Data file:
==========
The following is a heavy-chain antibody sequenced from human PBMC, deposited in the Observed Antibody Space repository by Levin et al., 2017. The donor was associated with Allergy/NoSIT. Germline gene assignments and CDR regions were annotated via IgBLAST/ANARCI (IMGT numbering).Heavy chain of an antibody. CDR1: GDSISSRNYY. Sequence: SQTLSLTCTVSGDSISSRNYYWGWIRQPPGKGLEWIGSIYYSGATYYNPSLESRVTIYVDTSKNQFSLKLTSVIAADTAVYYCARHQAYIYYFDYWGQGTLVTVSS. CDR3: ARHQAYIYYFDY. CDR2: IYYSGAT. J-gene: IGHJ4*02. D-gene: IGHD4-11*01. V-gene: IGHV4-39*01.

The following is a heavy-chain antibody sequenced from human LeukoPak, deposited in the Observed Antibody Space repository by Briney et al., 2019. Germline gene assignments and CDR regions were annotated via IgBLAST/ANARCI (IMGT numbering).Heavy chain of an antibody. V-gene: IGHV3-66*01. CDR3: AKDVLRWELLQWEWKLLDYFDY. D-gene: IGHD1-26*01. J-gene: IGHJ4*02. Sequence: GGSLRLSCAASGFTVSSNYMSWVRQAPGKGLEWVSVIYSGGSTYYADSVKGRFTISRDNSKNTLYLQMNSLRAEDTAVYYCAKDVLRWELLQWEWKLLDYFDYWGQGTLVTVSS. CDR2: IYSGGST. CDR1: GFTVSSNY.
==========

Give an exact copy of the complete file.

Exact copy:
The following is a heavy-chain antibody sequenced from human PBMC, deposited in the Observed Antibody Space repository by Levin et al., 2017. The donor was associated with Allergy/NoSIT. Germline gene assignments and CDR regions were annotated via IgBLAST/ANARCI (IMGT numbering).Heavy chain of an antibody. CDR1: GDSISSRNYY. Sequence: SQTLSLTCTVSGDSISSRNYYWGWIRQPPGKGLEWIGSIYYSGATYYNPSLESRVTIYVDTSKNQFSLKLTSVIAADTAVYYCARHQAYIYYFDYWGQGTLVTVSS. CDR3: ARHQAYIYYFDY. CDR2: IYYSGAT. J-gene: IGHJ4*02. D-gene: IGHD4-11*01. V-gene: IGHV4-39*01.

The following is a heavy-chain antibody sequenced from human LeukoPak, deposited in the Observed Antibody Space repository by Briney et al., 2019. Germline gene assignments and CDR regions were annotated via IgBLAST/ANARCI (IMGT numbering).Heavy chain of an antibody. V-gene: IGHV3-66*01. CDR3: AKDVLRWELLQWEWKLLDYFDY. D-gene: IGHD1-26*01. J-gene: IGHJ4*02. Sequence: GGSLRLSCAASGFTVSSNYMSWVRQAPGKGLEWVSVIYSGGSTYYADSVKGRFTISRDNSKNTLYLQMNSLRAEDTAVYYCAKDVLRWELLQWEWKLLDYFDYWGQGTLVTVSS. CDR2: IYSGGST. CDR1: GFTVSSNY.